Troubling video shows a city employee dispatched to Chinatown in the wake of deadly attacks on four sleeping vagrants handing out mental health pamphlets to random people on Tuesday — and completely ignoring a homeless man napping on a nearby bench.

The worker and two others from the Department of Health and Mental Hygiene spent about 15 minutes in the Kimlau Square park following Mayor Bill de Blasio’s Monday promise to flood the area with homeless outreach workers in response to the grisly bludgeonings early Saturday.

In a video clip shot by The Post, the worker — who wore a royal blue windbreaker with an “NYC” logo on the front and “DOHMH” in large white letters on the back — says, “We are here to respond to the situation that happened here.”

But he declined to say why he and his colleagues didn’t show up until shortly before 2 p.m., saying he’s not allowed to talk to the news media.

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The worker was asked by a Post employee why he didn’t try and talk to a sleeping homeless man.Kevin Fasick

At one point, the worker tried to hand a pamphlet promoting the city’s “NYC WELL” crisis-counseling program to a Post photographer.

The pamphlet — part of first lady Chirlane McCray’s controversial, $1 billion “ThriveNYC” initiative — contains messages in English, Spanish and 12 other languages, including Bangla and Urdu.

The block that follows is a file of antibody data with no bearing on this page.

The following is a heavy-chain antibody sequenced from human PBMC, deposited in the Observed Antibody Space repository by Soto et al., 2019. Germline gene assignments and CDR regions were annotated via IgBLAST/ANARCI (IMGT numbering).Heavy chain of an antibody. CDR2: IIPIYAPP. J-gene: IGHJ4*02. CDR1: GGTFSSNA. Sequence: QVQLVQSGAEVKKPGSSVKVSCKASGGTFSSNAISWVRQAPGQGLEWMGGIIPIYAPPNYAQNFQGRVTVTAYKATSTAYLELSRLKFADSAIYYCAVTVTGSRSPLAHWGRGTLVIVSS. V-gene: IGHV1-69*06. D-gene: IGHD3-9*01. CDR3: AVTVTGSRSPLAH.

When the worker neglected to approach a vagrant lying on a park bench, a reporter asked, “Sir, I couldn’t help but notice that you didn’t actually speak to any of the homeless people out here, just the other citizens. Are you going to try to do that?”

“Like this gentleman here — are you going to try to wake him and speak with him?” the reporter added.

The worker said that he didn’t want to “disturb” the homeless man and instead tried in vain to give pamphlets to several passersby before finally going over to the bench.

The vagrant opened his eyes and took a pamphlet when the worker walked up, tucking it by his side on the bench.

The Post also spotted one of the DOHMH workers goofing off and snapping photographs of a musician playing “Auld Lang Syne” on a saxophone, then summoning her colleagues to look at the shots.

Additional reporting by Julia Marsh

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